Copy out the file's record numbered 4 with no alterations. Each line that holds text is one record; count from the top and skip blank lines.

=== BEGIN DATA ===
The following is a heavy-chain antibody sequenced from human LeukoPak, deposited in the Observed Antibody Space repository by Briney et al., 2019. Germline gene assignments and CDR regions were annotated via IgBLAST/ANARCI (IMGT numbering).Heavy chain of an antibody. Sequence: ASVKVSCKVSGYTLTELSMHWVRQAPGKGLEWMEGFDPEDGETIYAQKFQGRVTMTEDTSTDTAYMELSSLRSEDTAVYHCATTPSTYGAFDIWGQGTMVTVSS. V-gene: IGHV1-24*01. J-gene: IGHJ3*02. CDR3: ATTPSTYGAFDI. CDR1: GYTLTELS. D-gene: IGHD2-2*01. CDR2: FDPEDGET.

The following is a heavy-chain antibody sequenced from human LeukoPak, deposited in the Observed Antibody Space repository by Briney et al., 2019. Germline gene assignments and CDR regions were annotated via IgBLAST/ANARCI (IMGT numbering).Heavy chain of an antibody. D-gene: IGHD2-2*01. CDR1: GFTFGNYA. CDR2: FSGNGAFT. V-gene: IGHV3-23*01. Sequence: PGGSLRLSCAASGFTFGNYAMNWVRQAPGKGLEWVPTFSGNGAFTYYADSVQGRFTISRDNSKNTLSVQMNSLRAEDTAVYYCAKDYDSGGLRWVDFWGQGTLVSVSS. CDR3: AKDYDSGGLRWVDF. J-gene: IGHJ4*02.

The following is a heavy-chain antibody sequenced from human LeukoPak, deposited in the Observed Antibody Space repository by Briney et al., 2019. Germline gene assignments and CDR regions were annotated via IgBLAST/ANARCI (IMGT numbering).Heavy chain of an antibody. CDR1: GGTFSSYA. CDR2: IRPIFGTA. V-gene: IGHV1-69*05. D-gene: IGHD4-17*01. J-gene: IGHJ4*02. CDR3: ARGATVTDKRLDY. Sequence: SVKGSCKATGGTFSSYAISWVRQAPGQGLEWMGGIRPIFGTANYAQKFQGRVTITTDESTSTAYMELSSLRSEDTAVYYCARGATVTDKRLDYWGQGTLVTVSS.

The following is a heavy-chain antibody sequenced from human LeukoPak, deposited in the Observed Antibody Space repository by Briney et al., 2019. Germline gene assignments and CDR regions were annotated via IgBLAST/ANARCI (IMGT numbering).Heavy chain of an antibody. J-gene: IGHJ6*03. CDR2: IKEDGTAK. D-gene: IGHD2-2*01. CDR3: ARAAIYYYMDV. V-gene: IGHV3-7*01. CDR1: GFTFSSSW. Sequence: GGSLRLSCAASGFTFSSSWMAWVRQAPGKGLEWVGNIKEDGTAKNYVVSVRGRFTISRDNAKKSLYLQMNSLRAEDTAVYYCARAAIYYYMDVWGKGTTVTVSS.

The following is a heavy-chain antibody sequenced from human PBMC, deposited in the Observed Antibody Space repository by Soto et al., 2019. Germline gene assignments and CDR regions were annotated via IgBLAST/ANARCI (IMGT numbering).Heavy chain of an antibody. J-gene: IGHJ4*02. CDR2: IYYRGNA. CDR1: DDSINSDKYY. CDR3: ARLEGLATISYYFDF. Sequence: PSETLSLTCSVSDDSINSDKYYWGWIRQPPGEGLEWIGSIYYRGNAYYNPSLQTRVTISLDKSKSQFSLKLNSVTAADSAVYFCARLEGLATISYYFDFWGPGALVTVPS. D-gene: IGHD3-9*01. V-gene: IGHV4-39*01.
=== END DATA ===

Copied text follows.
The following is a heavy-chain antibody sequenced from human LeukoPak, deposited in the Observed Antibody Space repository by Briney et al., 2019. Germline gene assignments and CDR regions were annotated via IgBLAST/ANARCI (IMGT numbering).Heavy chain of an antibody. J-gene: IGHJ6*03. CDR2: IKEDGTAK. D-gene: IGHD2-2*01. CDR3: ARAAIYYYMDV. V-gene: IGHV3-7*01. CDR1: GFTFSSSW. Sequence: GGSLRLSCAASGFTFSSSWMAWVRQAPGKGLEWVGNIKEDGTAKNYVVSVRGRFTISRDNAKKSLYLQMNSLRAEDTAVYYCARAAIYYYMDVWGKGTTVTVSS.